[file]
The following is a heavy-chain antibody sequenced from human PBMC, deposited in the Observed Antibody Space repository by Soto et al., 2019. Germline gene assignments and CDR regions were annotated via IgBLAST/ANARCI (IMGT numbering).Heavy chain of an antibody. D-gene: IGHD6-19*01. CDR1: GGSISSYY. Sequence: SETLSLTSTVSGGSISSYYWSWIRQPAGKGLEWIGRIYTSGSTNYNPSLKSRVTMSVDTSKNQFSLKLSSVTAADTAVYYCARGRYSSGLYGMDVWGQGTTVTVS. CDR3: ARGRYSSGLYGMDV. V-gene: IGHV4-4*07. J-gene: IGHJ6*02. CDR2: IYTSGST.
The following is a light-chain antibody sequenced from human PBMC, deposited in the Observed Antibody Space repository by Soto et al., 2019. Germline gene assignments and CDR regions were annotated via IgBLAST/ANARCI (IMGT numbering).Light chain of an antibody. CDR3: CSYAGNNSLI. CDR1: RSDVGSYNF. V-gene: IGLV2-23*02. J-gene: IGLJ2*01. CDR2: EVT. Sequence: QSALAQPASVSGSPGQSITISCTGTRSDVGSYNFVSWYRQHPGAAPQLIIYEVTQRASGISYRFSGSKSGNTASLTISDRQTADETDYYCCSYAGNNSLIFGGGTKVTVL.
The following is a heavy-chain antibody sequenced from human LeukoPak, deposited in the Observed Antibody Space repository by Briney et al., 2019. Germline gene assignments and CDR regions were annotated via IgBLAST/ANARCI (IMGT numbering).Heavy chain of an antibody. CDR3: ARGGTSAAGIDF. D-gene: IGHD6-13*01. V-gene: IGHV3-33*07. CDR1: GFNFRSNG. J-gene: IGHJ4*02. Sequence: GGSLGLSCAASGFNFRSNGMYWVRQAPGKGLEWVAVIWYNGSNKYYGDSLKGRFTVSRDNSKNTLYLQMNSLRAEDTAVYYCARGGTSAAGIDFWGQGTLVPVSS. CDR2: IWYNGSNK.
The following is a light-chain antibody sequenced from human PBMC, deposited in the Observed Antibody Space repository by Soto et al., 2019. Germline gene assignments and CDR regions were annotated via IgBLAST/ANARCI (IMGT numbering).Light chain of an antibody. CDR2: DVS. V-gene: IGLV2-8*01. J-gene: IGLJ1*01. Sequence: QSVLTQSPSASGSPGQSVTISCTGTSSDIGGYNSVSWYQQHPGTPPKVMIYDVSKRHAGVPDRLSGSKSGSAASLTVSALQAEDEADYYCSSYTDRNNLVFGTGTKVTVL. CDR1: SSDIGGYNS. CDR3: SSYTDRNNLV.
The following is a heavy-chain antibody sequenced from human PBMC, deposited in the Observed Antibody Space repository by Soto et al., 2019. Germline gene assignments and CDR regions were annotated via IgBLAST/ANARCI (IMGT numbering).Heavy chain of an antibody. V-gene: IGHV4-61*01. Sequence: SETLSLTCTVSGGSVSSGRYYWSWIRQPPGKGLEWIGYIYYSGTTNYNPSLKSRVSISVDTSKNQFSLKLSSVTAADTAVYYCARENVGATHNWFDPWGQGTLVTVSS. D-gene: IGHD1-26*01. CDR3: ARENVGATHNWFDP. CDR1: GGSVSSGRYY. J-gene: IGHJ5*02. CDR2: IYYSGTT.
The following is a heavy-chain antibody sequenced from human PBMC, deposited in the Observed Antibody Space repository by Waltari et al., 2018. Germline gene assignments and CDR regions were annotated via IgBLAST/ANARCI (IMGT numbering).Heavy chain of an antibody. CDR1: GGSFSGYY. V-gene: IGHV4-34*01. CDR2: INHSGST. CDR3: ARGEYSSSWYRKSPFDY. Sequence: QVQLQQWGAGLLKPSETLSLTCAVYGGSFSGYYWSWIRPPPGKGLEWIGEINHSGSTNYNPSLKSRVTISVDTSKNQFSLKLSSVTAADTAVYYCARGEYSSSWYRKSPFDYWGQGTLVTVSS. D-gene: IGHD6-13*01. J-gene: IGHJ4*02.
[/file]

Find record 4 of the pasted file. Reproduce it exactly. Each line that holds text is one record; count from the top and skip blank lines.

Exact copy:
The following is a light-chain antibody sequenced from human PBMC, deposited in the Observed Antibody Space repository by Soto et al., 2019. Germline gene assignments and CDR regions were annotated via IgBLAST/ANARCI (IMGT numbering).Light chain of an antibody. CDR2: DVS. V-gene: IGLV2-8*01. J-gene: IGLJ1*01. Sequence: QSVLTQSPSASGSPGQSVTISCTGTSSDIGGYNSVSWYQQHPGTPPKVMIYDVSKRHAGVPDRLSGSKSGSAASLTVSALQAEDEADYYCSSYTDRNNLVFGTGTKVTVL. CDR1: SSDIGGYNS. CDR3: SSYTDRNNLV.